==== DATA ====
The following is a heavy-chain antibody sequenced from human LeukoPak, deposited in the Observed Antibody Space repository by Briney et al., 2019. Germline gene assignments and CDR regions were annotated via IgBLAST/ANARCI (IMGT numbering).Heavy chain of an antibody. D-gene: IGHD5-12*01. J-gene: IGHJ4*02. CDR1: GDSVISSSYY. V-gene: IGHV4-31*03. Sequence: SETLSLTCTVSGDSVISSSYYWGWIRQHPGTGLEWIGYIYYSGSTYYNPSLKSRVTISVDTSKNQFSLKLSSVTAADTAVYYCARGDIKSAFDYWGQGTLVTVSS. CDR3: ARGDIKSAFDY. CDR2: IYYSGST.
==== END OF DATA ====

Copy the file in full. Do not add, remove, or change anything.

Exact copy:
The following is a heavy-chain antibody sequenced from human LeukoPak, deposited in the Observed Antibody Space repository by Briney et al., 2019. Germline gene assignments and CDR regions were annotated via IgBLAST/ANARCI (IMGT numbering).Heavy chain of an antibody. D-gene: IGHD5-12*01. J-gene: IGHJ4*02. CDR1: GDSVISSSYY. V-gene: IGHV4-31*03. Sequence: SETLSLTCTVSGDSVISSSYYWGWIRQHPGTGLEWIGYIYYSGSTYYNPSLKSRVTISVDTSKNQFSLKLSSVTAADTAVYYCARGDIKSAFDYWGQGTLVTVSS. CDR3: ARGDIKSAFDY. CDR2: IYYSGST.